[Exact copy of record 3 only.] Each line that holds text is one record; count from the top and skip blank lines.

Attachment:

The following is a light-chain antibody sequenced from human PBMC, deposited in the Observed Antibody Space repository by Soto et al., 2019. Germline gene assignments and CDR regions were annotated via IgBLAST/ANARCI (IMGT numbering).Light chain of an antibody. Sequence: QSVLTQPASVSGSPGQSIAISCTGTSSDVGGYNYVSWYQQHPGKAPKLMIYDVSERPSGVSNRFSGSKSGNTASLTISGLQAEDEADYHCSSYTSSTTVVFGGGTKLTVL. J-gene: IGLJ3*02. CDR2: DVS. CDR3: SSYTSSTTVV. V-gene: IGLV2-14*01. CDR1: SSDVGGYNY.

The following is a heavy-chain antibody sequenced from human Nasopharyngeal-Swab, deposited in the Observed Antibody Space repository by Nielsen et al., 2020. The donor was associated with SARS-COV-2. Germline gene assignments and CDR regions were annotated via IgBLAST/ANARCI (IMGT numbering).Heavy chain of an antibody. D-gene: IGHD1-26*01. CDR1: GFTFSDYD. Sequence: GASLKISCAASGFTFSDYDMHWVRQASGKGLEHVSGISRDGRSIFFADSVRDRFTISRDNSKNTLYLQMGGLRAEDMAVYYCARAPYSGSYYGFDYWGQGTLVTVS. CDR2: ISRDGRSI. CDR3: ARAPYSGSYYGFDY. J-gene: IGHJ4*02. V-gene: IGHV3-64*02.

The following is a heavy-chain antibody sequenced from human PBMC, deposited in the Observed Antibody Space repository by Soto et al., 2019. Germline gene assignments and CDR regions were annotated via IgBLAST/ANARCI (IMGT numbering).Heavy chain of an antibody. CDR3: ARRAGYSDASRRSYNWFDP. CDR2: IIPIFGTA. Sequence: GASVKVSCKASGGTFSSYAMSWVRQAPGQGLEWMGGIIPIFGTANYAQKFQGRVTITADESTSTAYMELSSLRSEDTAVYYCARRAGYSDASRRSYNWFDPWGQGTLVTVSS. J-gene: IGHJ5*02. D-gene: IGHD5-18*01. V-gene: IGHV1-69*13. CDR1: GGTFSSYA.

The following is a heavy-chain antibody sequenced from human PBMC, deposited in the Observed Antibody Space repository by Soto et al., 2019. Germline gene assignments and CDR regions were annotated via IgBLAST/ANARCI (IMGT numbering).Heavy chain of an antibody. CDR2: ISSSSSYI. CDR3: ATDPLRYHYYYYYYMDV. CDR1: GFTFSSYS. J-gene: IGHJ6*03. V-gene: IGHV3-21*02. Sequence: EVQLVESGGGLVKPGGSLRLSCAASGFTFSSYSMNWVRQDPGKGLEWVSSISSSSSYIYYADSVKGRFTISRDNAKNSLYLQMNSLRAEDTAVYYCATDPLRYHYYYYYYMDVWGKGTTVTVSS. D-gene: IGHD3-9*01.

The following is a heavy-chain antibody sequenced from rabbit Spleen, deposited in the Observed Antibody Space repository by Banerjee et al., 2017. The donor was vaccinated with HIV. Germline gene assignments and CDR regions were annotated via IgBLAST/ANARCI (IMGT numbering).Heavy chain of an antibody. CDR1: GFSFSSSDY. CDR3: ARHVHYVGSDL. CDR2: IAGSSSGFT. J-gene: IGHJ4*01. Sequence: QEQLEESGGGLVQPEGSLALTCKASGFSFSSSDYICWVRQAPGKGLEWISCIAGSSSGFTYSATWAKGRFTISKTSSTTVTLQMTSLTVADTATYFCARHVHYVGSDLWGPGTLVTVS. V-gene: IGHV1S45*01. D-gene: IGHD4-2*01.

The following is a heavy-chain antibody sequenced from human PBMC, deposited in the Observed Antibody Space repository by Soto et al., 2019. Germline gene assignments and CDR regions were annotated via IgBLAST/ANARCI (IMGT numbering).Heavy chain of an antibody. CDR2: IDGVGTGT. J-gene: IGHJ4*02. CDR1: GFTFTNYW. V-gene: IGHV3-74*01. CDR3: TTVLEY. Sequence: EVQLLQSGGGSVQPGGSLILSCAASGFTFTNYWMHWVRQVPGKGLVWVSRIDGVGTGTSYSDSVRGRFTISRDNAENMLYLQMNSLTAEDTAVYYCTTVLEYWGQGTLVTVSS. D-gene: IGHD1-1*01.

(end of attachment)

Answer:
The following is a heavy-chain antibody sequenced from human PBMC, deposited in the Observed Antibody Space repository by Soto et al., 2019. Germline gene assignments and CDR regions were annotated via IgBLAST/ANARCI (IMGT numbering).Heavy chain of an antibody. CDR3: ARRAGYSDASRRSYNWFDP. CDR2: IIPIFGTA. Sequence: GASVKVSCKASGGTFSSYAMSWVRQAPGQGLEWMGGIIPIFGTANYAQKFQGRVTITADESTSTAYMELSSLRSEDTAVYYCARRAGYSDASRRSYNWFDPWGQGTLVTVSS. J-gene: IGHJ5*02. D-gene: IGHD5-18*01. V-gene: IGHV1-69*13. CDR1: GGTFSSYA.